23 S. Cal. Interdisc. L.J. 185 (2014)
The Invisible Army: Why the Military Needs to Rescind Its Ban on Transgender Service Members

handle is hein.journals/scid23 and id is 195 raw text is: THE INVISIBLE ARMY: WHY THE
MILITARY NEEDS TO RESCIND ITS BAN
ON TRANSGENDER SERVICE MEMBERS
ALLISON Ross*
I. INTRODUCTION
The U.S. military received great media and public attention due to the
well-publicized repeal of the sexual orientation exclusion law referred to as
Don't Ask, Don't Tell.' The repeal was an important step toward
realizing a fully integrated military and recognizing that gay, lesbian, and
bisexual persons are capable of serving openly while having successful
military careers. However, for many in the transgender community, the
repeal was simply another bridesmaid moment;2 although the military
now allows gay, lesbian, and bisexual persons to serve openly, members of
the transgender community are still categorically barred from service
because of medical and psychological regulations.3 The military must
rescind its ban on transgender persons from serving and recognize that
there is nothing that makes this group inherently or uniformly unfit for the
military.4
.   Class of 2014, University of Southern California Gould School of Law; B.A. Women's
Studies, 2009, Vassar College. My sincere thanks to Professor David Cruz for his insight and continued
guidance with this Note. Thank you to the Editors and Staff of the Southern California Interdisciplinary
Law Journal for their hard work and careful editing. Special thanks to Professor Lydia Murdoch, my
advisor at Vassar, for igniting my passion for Gender Studies, and to my parents for their unwavering
encouragement and support.
I.  Don't Ask, Don't Tell was a Congressional, legal ban on lesbians, gays, and bisexuals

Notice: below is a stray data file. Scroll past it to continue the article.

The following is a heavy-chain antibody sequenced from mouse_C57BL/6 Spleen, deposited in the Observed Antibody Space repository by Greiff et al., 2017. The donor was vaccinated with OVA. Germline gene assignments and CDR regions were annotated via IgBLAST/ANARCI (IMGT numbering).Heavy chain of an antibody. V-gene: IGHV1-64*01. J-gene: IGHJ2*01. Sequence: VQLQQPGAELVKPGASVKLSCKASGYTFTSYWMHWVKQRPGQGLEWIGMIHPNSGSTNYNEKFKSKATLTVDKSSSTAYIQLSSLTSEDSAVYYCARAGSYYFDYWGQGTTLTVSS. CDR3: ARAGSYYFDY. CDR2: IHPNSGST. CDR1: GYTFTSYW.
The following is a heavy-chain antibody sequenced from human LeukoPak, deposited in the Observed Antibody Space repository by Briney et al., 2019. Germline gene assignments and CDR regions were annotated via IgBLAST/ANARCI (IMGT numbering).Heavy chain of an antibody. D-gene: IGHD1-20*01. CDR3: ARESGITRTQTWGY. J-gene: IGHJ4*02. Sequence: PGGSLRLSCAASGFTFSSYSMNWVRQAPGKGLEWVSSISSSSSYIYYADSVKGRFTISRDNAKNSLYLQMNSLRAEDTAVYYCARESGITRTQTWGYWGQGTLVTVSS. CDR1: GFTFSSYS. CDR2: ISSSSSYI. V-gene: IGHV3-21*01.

serving in the military. SHARON ALEXANDER, ET AL., THE SURVIVAL GUIDE: A COMPREHENSIVE
GUIDE TO DON'T ASK, DON'T TELL AND RELATED MILITARY POLICIES 7 (2007). The ban only
applied to lesbians, gays, and bisexual persons but had been incorrectly applied to heterosexual
transgender persons. Id. at 13.
2.  Lisa Leff, Transgender Vets Want Military Access for Own, ASSOCIATED PRESS ONLINE
(Jan. 11, 2011), http://www.armytimes.com/news/2011 /01/ap-transgender-veterans-01 I1 11.
3. See Matthew F. Kerrigan, Transgender Discrimination in the Military: The New Don't Ask,
Don 't Tell, 18 PSYCHOL. PUB. POL'Y. & L. 500, 505 (2012).
4.  Nothing in this Note suggests that transgender persons need not qualify under other
regulations, such as those imposing hearing and height requirements. See, e.g., U.S. DEPT. OF ARMY,
REG. 40-501, STANDARDS OF MEDICAL FITNESS 1 2-7 (stating, for instance, that hearing aids do not
meet the standard); 1 2-20 (stating that men shorter than sixty inches and taller than eighty inches, and
women shorter than fifty-eight inches and taller than eighty inches, do not meet the standard) (Aug.
2011) [hereinafter STANDARDS OF MEDICAL FITNESS].
185

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